CENTERVILLE — A classic adaptation from the silver screen in 1964, Disney and Cameron Mackintosh’s Mary Poppins debuted on Broadway in 2004. Not only does the stage adaptation include a few new numbers in the score (with music by Robert B. Sherman, Richard M. Sherman, and George Stiles and lyrics by the Sherman brothers and Anthony Drewe) such as “Playing the Game” and “Brimstone and Treacle,” it brings additional depth to each member in the Banks family. George gets a deeper backstory in Julian Fellowes‘s script, revealing the origins of his inclinations toward precision and order. Jane and Michael have plenty of scripted opportunities to show just how naughty they can be. Meanwhile, Mrs. Banks struggles to find herself within her role as wife and mother. The new details give familiar characters an opportunity to progress throughout the story in a way that the original movie, which placed a stronger focus on the adventures with Mary Poppins, did not support. Still, there is no shortage of whimsy, fantasy, or adventure as the musical version nods to the familiar moments through which Mary Poppins captures its own iconic history.
Having seen several productions of Mary Poppins, I couldn’t help but go into the evening with a list of preconceived notions and a few expectations. I was ready for an intense section of choreography in “Supercalifragilistic,” which I assumed would be full of precision arm movements designed to mimic each letter. I wondered at the technical elements that would be used to raise “Step in Time” metaphorically to the roof. I anticipated a picturesque Poppins ascending via umbrella into the rafters. I have to admit to feeling the occasional pang of disappointment as I let go of the traditional moments: the hand sequence was replaced by underwhelming alphabet blocks, “Step in Time” pulled out no new stops, and Mary’s fly system was too prominent and cumbersome to leave room for the idea of magic. Despite these occasional let downs, I was grateful to be watching something that felt new as director Danny Inkley brought his set of fresh ideas to the production.
The thing I found most consistent throughout the evening was the production’s tight rope balance between taking a short hop to fantastic or a quick drop to disappointing. For example, I was immediately stunned by the beautiful projected backdrop (presumable coordinated by set designer Joshua Roberts and lighting designer David Reese) and the steam gently rising from its chimney. The projection technology allowed Bert to change the seasons by simply blowing the wind from his hand. However, as I came to realize that every background would feature some sort of motion, such as blowing leaves or falling snow, this impressive element became a distraction. The many diverse entrances and exits to the stage facilitated quick changes from one scene to the next and a level of sneakiness essential to delivering the show’s magic. However, the fully furnished one-story bedroom that rose from the stage brought the energy to a sudden halt each time it ascended or descended.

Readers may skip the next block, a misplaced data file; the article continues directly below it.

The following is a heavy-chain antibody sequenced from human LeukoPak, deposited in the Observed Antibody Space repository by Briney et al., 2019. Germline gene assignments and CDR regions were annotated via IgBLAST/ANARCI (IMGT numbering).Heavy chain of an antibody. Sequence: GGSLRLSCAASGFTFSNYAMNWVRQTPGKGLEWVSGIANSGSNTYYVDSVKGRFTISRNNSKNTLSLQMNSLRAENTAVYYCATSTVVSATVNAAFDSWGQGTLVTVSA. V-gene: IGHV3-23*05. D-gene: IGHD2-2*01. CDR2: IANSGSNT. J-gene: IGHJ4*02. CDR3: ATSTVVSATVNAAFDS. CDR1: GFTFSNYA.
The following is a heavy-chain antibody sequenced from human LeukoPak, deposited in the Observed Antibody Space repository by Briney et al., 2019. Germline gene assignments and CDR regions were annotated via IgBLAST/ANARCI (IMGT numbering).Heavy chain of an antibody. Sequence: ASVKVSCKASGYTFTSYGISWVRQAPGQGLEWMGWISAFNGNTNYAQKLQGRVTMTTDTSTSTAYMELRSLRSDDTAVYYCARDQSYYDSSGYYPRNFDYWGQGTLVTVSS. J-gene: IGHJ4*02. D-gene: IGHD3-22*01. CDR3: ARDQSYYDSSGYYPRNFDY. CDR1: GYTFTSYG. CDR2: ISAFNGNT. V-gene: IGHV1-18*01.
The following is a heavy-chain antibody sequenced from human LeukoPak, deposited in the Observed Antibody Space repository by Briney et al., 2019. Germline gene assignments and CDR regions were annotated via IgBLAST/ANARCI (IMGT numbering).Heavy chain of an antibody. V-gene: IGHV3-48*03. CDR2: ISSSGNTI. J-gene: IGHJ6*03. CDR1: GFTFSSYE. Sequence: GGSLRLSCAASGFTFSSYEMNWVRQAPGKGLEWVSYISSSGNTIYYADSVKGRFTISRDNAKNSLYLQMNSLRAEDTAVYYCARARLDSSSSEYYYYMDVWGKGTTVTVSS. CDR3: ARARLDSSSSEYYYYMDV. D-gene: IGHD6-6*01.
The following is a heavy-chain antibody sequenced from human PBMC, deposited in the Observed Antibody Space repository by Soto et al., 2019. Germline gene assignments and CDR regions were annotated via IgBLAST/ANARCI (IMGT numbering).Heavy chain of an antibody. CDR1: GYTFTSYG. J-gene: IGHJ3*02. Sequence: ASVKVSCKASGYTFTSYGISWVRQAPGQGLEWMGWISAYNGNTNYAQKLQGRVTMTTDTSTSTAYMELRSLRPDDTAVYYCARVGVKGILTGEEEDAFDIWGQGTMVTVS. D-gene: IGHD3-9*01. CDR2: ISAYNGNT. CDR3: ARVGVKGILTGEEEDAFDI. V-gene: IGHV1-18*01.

The inconsistency continued in the cast’s vocal delivery as well as acting prowess. Thanks to music director Derek Myler, harmonies throughout the evening, often featured prominently in small group numbers, were impressively balanced. Sadly, prominent solos such as that of the bank director fell noticeably behind the song’s timing. While Winifred Banks (played by Shawnee Kennington) delivered accuracy in her notes and rhythms, I had difficulty enjoying “Being Mrs. Banks” through her unfortunately strident vowels and nasal tone. Additionally, much of the characterization crossed over into caricature, leaving nuance by the wayside. While Kristina Boler’s interpretation of Ms. Andrew, the nanny not-so-affectionately known as “The Holy Terror,” felt more obnoxious than cruel, David Marsden as George Banks more than made up for it when he yelled at his children after being suspended from the bank. Emotional moments, whether highs or lows, seemed to push the limits of practicality, making it very hard for me to relate to the characters. Compliments must be given, however, to the young actor Wyatt Moody, who was tasked with delivering Michael Bank’s comedic lines. Not only did his timing strike an ideal balance between practiced and natural, but his attention to diction and projection ensured not a word was missed.
Another impressive feat was the cast’s ability to think quickly to cover mistakes made throughout the night. A table unfortunately got damaged during one scene, and I was impressed to see it reappear later, restored to its original form. Boler and Aaron Ford (the latter in the role of Bert) adapted well to a microphone malfunction during prominent solos. Although little could presumably be done to fix the root of the problem in the moment, sound technicians Doug Cauldwell and Shane Steel did what they could to mitigate the resulting balance problems. Several actors wisely deviated from blocking to pick up items dropped on the stage throughout the show. While these errors did not ruin the evening for me, I was unimpressed that there seemed to be such obvious mistakes at all.
Looking back on the show, my favorite moments were the ones during which my nine-year-old son leaned over and whispered in loud awe, “How did they do that?” The mystery of Mary Poppins’s bottomless carpet bag played out beautifully as she moved it from place to place in the room, pulling large objects out with practiced ease. And while my adult mind accounted for a thin string attached to the red kite that Michael used in “Let’s Go Fly a Kite,” my son bought the illusion completely. The beautiful moments throughout this production stood out as memorable and unique; unfortunately, they were so frequently followed up with a moment that just didn’t work. By then end, I couldn’t help but consider the multiple connotations of the show’s theme, “Anything can happen if you let it.”